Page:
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Jeanne Demessieux - JPop.com
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Jeanne Demessieux

Jeanne Demessieux

Jeanne Demessieux


Born in Montpellier, Jeanne Demessieux was the second child of Marie-Madeleine Demessieux (née Mézy) and Étienne Demessieux. After taking private piano lessons with her elder sister, Yolande, Jeanne entered the Montpellier Conservatoire in 1928. Four years later, she obtained first prizes in solfège and piano. In 1933, she began her studies at the Paris Conservatoire; studying piano with Simon Riera and Magda Tagliaferro, harmony with Jean Gallon, counterpoint and fugue with Noël Gallon, and composition with Henri Büsser. Read more on Last.fm
Born in Montpellier, Jeanne Demessieux was the second child of Marie-Madeleine Demessieux (née Mézy) and Étienne Demessieux. After taking private piano lessons with her elder sister, Yolande, Jeanne entered the Montpellier Conservatoire in 1928. Four years later, she obtained first prizes in solfège and piano. In 1933, she began her studies at the Paris Conservatoire; studying piano with Simon Riera and Magda Tagliaferro, harmony with Jean Gallon, counterpoint and fugue with Noël Gallon, and composition with Henri Büsser.

The same year, she was appointed titular organist at Saint-Esprit, a post she held for 29 years. From 1936-39, Demessieux studied organ privately with Marcel Dupré, whose organ class at the Conservatoire she joined in 1939. After receiving a first prize in organ performance and improvisation in 1941, Demessieux studied privately with Dupré in Meudon for five more years, before she played her début concert at Salle Pleyel in Paris in 1946. This was the beginning of her career as an international concert organist. Demessieux gave more than 700 concerts in France, the United Kingdom, Belgium, the Netherlands, Switzerland, Germany, and the United States.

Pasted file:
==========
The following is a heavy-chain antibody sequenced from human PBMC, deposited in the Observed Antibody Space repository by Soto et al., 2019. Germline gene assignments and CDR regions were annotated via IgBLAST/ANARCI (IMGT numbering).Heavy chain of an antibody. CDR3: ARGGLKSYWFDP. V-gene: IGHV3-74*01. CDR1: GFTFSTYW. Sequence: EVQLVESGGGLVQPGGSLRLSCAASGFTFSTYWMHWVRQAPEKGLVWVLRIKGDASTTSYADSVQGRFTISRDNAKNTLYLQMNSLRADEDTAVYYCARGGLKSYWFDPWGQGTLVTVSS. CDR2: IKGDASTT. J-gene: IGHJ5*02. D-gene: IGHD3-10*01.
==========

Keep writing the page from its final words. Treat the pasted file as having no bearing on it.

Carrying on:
She had memorized more than 2,500 works, including the complete organ works of Bach, Franck, Liszt, and Mendelssohn, and all of Dupré's organ works up to Opus 41. A prolific recording artist, she was awarded the Grand Prix du Disque Award in 1960 for her complete recording of Franck's organ works (1958). In 1962, Demessieux was appointed as titular organist at La Madeleine in Paris. She combined this with demanding academic duties, serving as professor of organ both at the Nancy Conservatoire (1950–52) and later at the Conservatoire Royal in Liège (1952–68). In 1967, she signed a contract with Decca for a recording of the complete organ works by Olivier Messiaen, which was not realized due to her death the following year. Jeanne Demessieux died in Paris on 11 November 1968 from the effects of throat cancer.

A large crowd, including Marcel Dupré, attended her funeral at La Madeleine. The great organ remained silent, and a vast black drape hung from the gallery to the floor. Demessieux wrote more than 30 compositions. Many of these were written for the organ, but she also produced pieces for piano, fairly numerous songs, a handful of choral works (including an oratorio, "Chanson de Roland"), and orchestral works. About half of her output has been published to date.

The Dutch label Festivo has re-released on CD several of her LP recordings, including the above-mentioned 1958 recording of Franck's complete organ works. Read more on Last.fm. User-contributed text is available under the Creative Commons By-SA License; additional terms may apply..
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